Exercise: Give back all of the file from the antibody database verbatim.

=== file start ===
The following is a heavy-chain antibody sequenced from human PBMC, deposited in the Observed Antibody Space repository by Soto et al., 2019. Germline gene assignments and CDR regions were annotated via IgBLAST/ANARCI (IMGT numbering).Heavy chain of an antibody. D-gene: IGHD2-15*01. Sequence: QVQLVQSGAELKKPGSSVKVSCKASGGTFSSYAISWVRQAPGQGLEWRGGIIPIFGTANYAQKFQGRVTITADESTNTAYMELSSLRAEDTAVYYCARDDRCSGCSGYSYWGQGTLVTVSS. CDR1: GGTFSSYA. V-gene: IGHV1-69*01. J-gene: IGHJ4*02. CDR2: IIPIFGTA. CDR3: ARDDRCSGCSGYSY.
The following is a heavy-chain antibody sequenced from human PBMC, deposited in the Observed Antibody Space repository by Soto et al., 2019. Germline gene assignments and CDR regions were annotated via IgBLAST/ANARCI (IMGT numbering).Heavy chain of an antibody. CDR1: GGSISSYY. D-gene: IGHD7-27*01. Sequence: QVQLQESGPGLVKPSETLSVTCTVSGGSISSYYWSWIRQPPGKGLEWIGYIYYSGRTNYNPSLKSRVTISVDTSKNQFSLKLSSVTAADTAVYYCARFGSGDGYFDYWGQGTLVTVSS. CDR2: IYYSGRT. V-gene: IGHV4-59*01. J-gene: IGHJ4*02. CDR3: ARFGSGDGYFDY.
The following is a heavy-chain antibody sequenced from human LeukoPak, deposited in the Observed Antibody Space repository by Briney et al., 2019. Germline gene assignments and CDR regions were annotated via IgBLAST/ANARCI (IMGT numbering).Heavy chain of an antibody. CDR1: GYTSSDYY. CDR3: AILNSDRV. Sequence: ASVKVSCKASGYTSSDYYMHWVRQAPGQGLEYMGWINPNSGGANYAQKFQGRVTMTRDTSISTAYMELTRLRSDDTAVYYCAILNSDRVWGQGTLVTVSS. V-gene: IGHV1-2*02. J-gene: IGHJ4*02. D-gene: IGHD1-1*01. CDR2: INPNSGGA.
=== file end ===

The following is a heavy-chain antibody sequenced from human PBMC, deposited in the Observed Antibody Space repository by Soto et al., 2019. Germline gene assignments and CDR regions were annotated via IgBLAST/ANARCI (IMGT numbering).Heavy chain of an antibody. D-gene: IGHD2-15*01. Sequence: QVQLVQSGAELKKPGSSVKVSCKASGGTFSSYAISWVRQAPGQGLEWRGGIIPIFGTANYAQKFQGRVTITADESTNTAYMELSSLRAEDTAVYYCARDDRCSGCSGYSYWGQGTLVTVSS. CDR1: GGTFSSYA. V-gene: IGHV1-69*01. J-gene: IGHJ4*02. CDR2: IIPIFGTA. CDR3: ARDDRCSGCSGYSY.
The following is a heavy-chain antibody sequenced from human PBMC, deposited in the Observed Antibody Space repository by Soto et al., 2019. Germline gene assignments and CDR regions were annotated via IgBLAST/ANARCI (IMGT numbering).Heavy chain of an antibody. CDR1: GGSISSYY. D-gene: IGHD7-27*01. Sequence: QVQLQESGPGLVKPSETLSVTCTVSGGSISSYYWSWIRQPPGKGLEWIGYIYYSGRTNYNPSLKSRVTISVDTSKNQFSLKLSSVTAADTAVYYCARFGSGDGYFDYWGQGTLVTVSS. CDR2: IYYSGRT. V-gene: IGHV4-59*01. J-gene: IGHJ4*02. CDR3: ARFGSGDGYFDY.
The following is a heavy-chain antibody sequenced from human LeukoPak, deposited in the Observed Antibody Space repository by Briney et al., 2019. Germline gene assignments and CDR regions were annotated via IgBLAST/ANARCI (IMGT numbering).Heavy chain of an antibody. CDR1: GYTSSDYY. CDR3: AILNSDRV. Sequence: ASVKVSCKASGYTSSDYYMHWVRQAPGQGLEYMGWINPNSGGANYAQKFQGRVTMTRDTSISTAYMELTRLRSDDTAVYYCAILNSDRVWGQGTLVTVSS. V-gene: IGHV1-2*02. J-gene: IGHJ4*02. D-gene: IGHD1-1*01. CDR2: INPNSGGA.